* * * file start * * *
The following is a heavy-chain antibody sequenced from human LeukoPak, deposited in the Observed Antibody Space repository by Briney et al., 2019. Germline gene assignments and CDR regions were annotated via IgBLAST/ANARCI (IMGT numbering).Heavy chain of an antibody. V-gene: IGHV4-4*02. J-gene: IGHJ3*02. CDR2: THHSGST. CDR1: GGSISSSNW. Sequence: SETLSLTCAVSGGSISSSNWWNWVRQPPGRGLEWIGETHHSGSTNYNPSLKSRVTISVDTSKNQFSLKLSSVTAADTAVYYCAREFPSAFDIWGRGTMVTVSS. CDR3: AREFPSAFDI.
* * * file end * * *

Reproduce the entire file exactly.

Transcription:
The following is a heavy-chain antibody sequenced from human LeukoPak, deposited in the Observed Antibody Space repository by Briney et al., 2019. Germline gene assignments and CDR regions were annotated via IgBLAST/ANARCI (IMGT numbering).Heavy chain of an antibody. V-gene: IGHV4-4*02. J-gene: IGHJ3*02. CDR2: THHSGST. CDR1: GGSISSSNW. Sequence: SETLSLTCAVSGGSISSSNWWNWVRQPPGRGLEWIGETHHSGSTNYNPSLKSRVTISVDTSKNQFSLKLSSVTAADTAVYYCAREFPSAFDIWGRGTMVTVSS. CDR3: AREFPSAFDI.